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In July last year, the government introduced fees in the employment tribunal.
Previous attempts at reducing the amount of claims heading into the tribunal service didn’t have much impact. Remember the misconceived statutory disputes procedures? They had the same aim, but sent internal grievances rocketing and had little or no impact upon the overall ET picture. Then when they were repealed there was a half-hearted push on promoting internal mediation. That didn’t do much either, as I recall.
So I’ll admit that I wasn’t sure how much impact the whole fee thing would have. All the time I’ve been in HR, I’ve rarely met a claimant that didn’t absolutely believe in their claim, no matter how misguided, or lacking in legal accuracy. Many years ago, I once had a strongly worded ET claim from a male employee who felt he was being denied his right to time off for ante natal care. Enough said. Adding to this the fact that several of the major trade unions were planning to pay the upfront fee for their members, I really wasn’t sure how much of a difference it would make at all.
How wrong I was. The first full set of data is now available, showing the impact of fees in the first clear quarter. And they made very surprising reading. Claims are down 79%.
Yes, you did read that correctly. 79%.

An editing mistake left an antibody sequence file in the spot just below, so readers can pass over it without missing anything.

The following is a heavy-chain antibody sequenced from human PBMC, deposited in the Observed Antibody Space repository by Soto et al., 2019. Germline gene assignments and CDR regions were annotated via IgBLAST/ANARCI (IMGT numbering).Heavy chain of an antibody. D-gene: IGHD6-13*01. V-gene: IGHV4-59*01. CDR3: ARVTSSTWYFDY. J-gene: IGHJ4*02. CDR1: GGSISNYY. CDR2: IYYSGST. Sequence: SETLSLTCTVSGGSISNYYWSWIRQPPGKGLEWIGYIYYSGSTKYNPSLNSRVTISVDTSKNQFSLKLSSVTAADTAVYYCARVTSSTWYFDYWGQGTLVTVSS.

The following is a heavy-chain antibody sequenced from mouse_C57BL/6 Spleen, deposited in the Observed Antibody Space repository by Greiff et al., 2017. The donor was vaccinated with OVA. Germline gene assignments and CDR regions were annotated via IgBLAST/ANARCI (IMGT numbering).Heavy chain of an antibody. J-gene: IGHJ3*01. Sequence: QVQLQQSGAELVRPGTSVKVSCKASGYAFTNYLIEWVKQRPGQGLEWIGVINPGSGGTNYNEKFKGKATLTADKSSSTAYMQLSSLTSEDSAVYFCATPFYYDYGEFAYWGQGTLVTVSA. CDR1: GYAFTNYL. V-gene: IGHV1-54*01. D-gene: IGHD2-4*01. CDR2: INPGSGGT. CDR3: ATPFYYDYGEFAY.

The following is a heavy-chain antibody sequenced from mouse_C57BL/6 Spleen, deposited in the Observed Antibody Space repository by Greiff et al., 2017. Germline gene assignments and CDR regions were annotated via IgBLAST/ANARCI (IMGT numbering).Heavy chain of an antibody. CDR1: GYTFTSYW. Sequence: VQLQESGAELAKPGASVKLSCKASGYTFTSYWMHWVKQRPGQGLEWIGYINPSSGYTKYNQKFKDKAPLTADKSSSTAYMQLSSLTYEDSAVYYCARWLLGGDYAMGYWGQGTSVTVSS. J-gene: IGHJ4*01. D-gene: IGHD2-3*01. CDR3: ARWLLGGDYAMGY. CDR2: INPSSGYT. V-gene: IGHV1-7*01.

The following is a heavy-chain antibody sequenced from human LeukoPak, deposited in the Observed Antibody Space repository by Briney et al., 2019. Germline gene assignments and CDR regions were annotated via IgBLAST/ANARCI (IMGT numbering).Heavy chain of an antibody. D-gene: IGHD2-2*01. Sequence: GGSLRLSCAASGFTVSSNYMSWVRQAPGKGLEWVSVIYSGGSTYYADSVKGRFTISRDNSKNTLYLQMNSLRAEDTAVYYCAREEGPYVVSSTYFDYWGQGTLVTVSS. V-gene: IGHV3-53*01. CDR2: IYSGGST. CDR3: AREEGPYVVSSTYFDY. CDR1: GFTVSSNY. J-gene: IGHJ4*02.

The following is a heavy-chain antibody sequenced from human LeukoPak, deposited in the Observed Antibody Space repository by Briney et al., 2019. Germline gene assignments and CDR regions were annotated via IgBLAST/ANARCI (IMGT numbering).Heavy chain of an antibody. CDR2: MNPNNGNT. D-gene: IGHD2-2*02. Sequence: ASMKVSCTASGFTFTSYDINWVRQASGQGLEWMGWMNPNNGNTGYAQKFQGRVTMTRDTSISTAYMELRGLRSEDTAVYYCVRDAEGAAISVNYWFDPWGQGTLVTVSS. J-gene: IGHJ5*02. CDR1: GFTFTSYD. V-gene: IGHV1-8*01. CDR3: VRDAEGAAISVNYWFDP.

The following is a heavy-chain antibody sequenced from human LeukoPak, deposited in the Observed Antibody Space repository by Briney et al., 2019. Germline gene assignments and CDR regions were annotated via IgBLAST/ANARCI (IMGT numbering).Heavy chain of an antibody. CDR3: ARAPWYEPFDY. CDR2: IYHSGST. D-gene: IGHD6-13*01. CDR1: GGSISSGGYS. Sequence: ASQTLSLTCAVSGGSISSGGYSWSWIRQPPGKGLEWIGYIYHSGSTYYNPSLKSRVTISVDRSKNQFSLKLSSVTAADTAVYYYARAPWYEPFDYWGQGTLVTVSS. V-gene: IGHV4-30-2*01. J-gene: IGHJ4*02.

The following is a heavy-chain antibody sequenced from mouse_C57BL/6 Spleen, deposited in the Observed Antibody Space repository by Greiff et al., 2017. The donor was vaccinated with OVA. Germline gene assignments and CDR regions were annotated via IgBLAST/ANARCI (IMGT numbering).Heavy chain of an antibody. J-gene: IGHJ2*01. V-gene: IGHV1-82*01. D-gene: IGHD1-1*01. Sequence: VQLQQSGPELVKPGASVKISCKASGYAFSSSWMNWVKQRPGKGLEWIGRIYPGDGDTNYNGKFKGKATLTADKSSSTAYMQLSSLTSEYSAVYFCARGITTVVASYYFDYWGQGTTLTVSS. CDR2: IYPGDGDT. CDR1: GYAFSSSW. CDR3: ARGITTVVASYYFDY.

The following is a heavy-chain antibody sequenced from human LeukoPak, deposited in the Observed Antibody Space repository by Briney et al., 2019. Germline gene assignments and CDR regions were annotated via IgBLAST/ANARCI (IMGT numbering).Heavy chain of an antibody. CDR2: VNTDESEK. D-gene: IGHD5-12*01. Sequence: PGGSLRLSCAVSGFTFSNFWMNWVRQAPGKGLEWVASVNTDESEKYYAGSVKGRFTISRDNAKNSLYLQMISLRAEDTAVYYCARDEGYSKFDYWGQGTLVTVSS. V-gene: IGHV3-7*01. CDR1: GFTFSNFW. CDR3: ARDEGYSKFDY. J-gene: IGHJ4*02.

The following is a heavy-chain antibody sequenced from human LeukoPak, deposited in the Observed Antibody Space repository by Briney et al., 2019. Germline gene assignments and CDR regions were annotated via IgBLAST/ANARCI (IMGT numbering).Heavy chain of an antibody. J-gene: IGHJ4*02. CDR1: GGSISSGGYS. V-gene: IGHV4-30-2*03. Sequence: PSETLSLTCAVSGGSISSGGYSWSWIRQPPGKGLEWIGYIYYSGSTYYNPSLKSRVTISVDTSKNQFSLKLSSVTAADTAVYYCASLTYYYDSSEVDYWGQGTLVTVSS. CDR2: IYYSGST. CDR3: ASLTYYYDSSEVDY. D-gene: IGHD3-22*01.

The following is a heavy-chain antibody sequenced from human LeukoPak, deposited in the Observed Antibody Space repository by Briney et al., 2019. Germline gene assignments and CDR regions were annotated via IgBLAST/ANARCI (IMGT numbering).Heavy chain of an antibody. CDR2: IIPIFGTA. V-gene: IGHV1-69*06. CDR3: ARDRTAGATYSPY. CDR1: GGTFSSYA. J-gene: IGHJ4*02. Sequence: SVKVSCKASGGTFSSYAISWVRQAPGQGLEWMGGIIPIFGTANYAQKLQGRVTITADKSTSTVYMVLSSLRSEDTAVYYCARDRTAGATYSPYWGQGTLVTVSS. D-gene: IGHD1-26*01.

There are probably a few cheers at the data from the HR community. From those of us in HR that have dealt with the malicious claims, the terribly costly claims, the long drawn out claims, the claimant won’t listen to ACAS claims. Claims lacking in legal basis, claims lacking in common sense. We’ve all been there.
There is another side to this, that as HR professionals we should not lose sight of. If you’re reading the HR Director magazine or blog, then I’m guessing you are a senior HR type. You might work in a big HR team. You might have good discipline in your organisation, well drafted policies and procedures. I’m hoping that you strive to do good people stuff.



There are employees out there that are very badly treated by their employers. There are employees out there that suffer harassment, discrimination, bullying. There are employees that are unfairly dismissed. That aren’t paid the national minimum wage, or they aren’t paid equally. That are denied their statutory rights.
Where do they go now? Where is their access to justice? If they don’t have a union to go to, they don’t have a strong, valued HR department to make sure things are being done properly, how will these people be heard? Be compensated?
So whilst we get a respite from nuisance claims, and our legal budget looks a little bit healthier, let us not forget that for some, access to a free employment tribunal was vital. So it might be good for a few of us, but it might not be good in general.
To muddle and mix up a quote, is it better than ten employers have to deal with a pesky ET claim than one discriminated against employee suffers?

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